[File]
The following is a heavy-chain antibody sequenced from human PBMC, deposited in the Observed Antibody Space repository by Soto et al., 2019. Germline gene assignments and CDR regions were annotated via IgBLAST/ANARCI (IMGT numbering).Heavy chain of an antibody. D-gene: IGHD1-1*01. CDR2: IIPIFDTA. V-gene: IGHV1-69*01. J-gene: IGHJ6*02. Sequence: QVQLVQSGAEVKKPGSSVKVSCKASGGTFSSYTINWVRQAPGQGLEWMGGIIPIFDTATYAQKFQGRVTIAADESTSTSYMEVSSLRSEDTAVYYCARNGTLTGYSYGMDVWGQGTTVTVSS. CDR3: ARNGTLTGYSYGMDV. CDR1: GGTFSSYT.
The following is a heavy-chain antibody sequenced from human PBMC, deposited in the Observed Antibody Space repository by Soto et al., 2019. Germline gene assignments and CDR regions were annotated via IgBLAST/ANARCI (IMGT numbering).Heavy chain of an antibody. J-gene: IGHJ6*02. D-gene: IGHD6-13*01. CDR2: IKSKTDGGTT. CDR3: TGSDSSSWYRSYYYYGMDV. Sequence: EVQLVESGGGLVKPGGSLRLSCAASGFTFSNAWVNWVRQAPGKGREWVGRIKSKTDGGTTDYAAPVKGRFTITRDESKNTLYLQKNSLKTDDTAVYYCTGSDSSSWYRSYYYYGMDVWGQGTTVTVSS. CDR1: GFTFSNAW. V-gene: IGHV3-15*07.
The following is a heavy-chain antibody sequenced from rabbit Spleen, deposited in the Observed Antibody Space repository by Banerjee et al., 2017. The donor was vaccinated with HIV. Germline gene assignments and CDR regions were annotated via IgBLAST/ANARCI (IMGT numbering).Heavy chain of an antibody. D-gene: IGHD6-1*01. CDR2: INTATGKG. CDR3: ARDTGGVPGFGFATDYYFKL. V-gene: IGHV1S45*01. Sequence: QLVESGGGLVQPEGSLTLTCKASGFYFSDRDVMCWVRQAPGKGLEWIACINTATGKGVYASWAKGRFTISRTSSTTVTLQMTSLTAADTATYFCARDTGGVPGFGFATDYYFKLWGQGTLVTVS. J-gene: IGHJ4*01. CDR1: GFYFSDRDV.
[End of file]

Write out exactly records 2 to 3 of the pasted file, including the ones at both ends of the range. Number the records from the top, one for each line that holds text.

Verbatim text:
The following is a heavy-chain antibody sequenced from human PBMC, deposited in the Observed Antibody Space repository by Soto et al., 2019. Germline gene assignments and CDR regions were annotated via IgBLAST/ANARCI (IMGT numbering).Heavy chain of an antibody. J-gene: IGHJ6*02. D-gene: IGHD6-13*01. CDR2: IKSKTDGGTT. CDR3: TGSDSSSWYRSYYYYGMDV. Sequence: EVQLVESGGGLVKPGGSLRLSCAASGFTFSNAWVNWVRQAPGKGREWVGRIKSKTDGGTTDYAAPVKGRFTITRDESKNTLYLQKNSLKTDDTAVYYCTGSDSSSWYRSYYYYGMDVWGQGTTVTVSS. CDR1: GFTFSNAW. V-gene: IGHV3-15*07.
The following is a heavy-chain antibody sequenced from rabbit Spleen, deposited in the Observed Antibody Space repository by Banerjee et al., 2017. The donor was vaccinated with HIV. Germline gene assignments and CDR regions were annotated via IgBLAST/ANARCI (IMGT numbering).Heavy chain of an antibody. D-gene: IGHD6-1*01. CDR2: INTATGKG. CDR3: ARDTGGVPGFGFATDYYFKL. V-gene: IGHV1S45*01. Sequence: QLVESGGGLVQPEGSLTLTCKASGFYFSDRDVMCWVRQAPGKGLEWIACINTATGKGVYASWAKGRFTISRTSSTTVTLQMTSLTAADTATYFCARDTGGVPGFGFATDYYFKLWGQGTLVTVS. J-gene: IGHJ4*01. CDR1: GFYFSDRDV.